Getting your Powerwall this way takes out a lot of the work for you - the installation is included in the price, and you don’t have to find your own installer to complete the job. But remember, if you’re ordering this way, you’re getting a whole solar system. If you already have solar or don’t want solar, this option won’t work for you.

    However, be warned that the price that Tesla’s estimator shows when you order may not be what you end up paying. Some things may change depending on the design that works best for your home.

    Depending on the final system design and location, you could wait a while for that installation to happen. Some people report waiting longer than eight months from when they ordered to when their solar installation happened.

    Buying a Powerwall through a local installer

    Even though the Powerwall is a Tesla product, you don’t have to buy one on Tesla’s website. If you find a local installer in your area that carries Powerwalls, you can get the battery and the installation right from them. You already have to find a certified contractor to install one that you order through Powerwall Direct - so why not just do it all at once?

    Granted, it may be difficult to find a solar installer that has Powerwalls on hand to install. But it’s worth a shot trying to find out. If there is one, you could get your batteries installed much sooner. Keep in mind that the price of a Powerwall through a local installer may be higher than what Tesla is charging. Most Powerwall installs through local installers seem to sit around $15,000 but may go up to as high as $18,000.

    What’s the best way to buy a Powerwall?

    The bottom line is that it depends on what your needs are. But we recommend at least checking around with local installers in your area to get some quotes and see what they have available.

    Ordering through a website may seem easy, but if you just want the battery through Powerwall Direct, you will have to find installers near you. You may as well find out what else they’re offering or if they have their own set of Powerwalls in stock and compare it to what Tesla’s offering regarding the total price and wait times.

    If you want solar panels, too, then we really recommend going with a local installer. Tesla isn’t exactly known for having the best customer service, so going with a company near you will probably lead to a better solar experience. The price tag may be slightly higher than what Tesla’s charging, but you get what you pay for. Local installers tend to provide better support over the 25-year life of the system.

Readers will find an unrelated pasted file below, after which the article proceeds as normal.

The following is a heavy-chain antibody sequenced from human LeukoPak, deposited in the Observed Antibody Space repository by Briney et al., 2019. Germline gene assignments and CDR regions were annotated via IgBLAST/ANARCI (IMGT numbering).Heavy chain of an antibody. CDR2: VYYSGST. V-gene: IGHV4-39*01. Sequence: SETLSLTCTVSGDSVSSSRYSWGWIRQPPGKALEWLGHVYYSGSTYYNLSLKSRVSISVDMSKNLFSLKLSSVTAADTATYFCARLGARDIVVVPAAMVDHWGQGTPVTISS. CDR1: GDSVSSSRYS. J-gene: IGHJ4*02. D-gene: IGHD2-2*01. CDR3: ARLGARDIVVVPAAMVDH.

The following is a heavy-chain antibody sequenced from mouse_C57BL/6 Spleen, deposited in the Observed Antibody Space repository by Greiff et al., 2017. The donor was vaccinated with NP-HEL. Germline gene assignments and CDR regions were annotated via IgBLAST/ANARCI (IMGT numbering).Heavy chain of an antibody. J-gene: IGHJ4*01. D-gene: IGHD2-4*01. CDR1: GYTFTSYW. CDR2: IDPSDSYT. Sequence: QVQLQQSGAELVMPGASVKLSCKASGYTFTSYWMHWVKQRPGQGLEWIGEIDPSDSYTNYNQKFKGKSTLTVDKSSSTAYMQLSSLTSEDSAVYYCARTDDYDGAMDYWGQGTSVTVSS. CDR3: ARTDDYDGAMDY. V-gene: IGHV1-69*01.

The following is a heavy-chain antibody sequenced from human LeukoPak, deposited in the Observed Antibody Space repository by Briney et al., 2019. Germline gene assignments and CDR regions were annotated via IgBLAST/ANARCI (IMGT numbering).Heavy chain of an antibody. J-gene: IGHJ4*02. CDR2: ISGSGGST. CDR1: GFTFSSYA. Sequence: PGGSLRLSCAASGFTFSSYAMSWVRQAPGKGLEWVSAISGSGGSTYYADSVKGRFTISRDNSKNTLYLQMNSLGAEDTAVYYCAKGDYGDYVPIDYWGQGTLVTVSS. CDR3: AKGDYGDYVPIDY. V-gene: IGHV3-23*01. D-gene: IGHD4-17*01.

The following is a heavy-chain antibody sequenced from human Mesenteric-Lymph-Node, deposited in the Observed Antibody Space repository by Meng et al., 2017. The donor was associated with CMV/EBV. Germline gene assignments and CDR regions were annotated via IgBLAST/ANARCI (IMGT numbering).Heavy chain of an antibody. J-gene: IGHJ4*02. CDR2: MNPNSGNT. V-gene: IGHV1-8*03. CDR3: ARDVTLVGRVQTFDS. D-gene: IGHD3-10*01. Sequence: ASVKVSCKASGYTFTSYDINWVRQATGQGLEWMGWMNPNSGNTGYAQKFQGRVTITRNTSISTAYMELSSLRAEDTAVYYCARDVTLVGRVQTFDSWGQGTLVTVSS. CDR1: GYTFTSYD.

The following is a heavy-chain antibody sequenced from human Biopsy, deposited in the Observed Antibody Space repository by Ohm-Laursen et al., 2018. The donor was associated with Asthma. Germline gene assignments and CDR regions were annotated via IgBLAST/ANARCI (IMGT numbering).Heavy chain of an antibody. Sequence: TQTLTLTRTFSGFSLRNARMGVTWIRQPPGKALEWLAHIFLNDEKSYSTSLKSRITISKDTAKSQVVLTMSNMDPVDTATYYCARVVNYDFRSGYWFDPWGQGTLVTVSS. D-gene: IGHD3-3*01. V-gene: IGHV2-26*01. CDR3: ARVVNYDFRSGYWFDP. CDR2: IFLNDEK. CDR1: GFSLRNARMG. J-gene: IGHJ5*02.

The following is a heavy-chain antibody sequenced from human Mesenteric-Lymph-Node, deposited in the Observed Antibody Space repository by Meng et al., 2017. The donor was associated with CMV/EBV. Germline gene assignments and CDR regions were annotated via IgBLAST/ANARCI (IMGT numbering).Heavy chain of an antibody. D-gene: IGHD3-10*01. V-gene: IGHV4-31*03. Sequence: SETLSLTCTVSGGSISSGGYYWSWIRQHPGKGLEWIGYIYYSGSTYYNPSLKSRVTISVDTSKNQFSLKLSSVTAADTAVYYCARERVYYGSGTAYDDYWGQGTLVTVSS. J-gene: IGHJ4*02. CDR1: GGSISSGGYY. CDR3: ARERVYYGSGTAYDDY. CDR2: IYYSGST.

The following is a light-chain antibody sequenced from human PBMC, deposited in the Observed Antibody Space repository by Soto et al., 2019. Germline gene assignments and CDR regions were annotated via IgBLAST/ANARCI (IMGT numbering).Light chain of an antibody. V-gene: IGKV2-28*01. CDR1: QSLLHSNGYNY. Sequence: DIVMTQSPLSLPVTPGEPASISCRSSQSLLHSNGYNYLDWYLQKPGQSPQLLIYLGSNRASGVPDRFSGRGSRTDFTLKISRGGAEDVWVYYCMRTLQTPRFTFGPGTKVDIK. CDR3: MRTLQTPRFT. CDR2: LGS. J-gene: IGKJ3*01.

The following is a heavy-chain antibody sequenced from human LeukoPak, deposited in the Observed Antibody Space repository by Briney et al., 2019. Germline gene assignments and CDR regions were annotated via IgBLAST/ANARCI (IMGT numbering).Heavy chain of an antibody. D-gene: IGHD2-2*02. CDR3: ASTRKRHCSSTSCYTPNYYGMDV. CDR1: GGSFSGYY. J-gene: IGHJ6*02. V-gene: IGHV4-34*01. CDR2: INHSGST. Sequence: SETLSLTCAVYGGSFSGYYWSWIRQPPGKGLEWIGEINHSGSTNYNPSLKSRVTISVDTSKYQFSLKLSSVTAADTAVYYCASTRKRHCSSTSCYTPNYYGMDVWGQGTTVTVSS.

Powerwalls have long wait times. We said Powerwalls were popular. They’re so popular that Tesla can’t quite keep up with demand. There are some reports that people have waited almost two years for their Powerwall installation to happen. So, if your installer doesn’t have them in stock, or if you choose to go with Tesla, be prepared to wait for your batteries to get installed.

    But, the opening of Powerwall Direct may be a signal that wait times could be getting shorter. Either demand for Powerwalls has dropped enough that Tesla decided they can offer the standalone ordering option, or Tesla has actually ramped up production of Powerwalls to meet demand. That could mean shorter wait times, but we won’t hold our breath.

    Can a Powerwall backup an entire house?

    The number of Powerwalls you install determines how many appliances you can back up during a power outage. Image courtesy of Tesla, Inc.

    One of the biggest advantages of installing a Powerwall is having backup power if the grid goes down. But, one Powerwall won’t be able to run all of the appliances in your house when the power is out. Instead, you’ll choose your most important electrical loads, like your refrigerator, lights, WiFi, and outlets, for the Powerwall to backup.

    If you’re interested in whole home backup, you’ll have to install multiple Powerwall batteries. If that’s in your budget, go for it! It’s up to you to decide if running power-hungry loads like an air conditioner and a well pump during a blackout is worth the extra thousands of dollars to install more Powerwalls.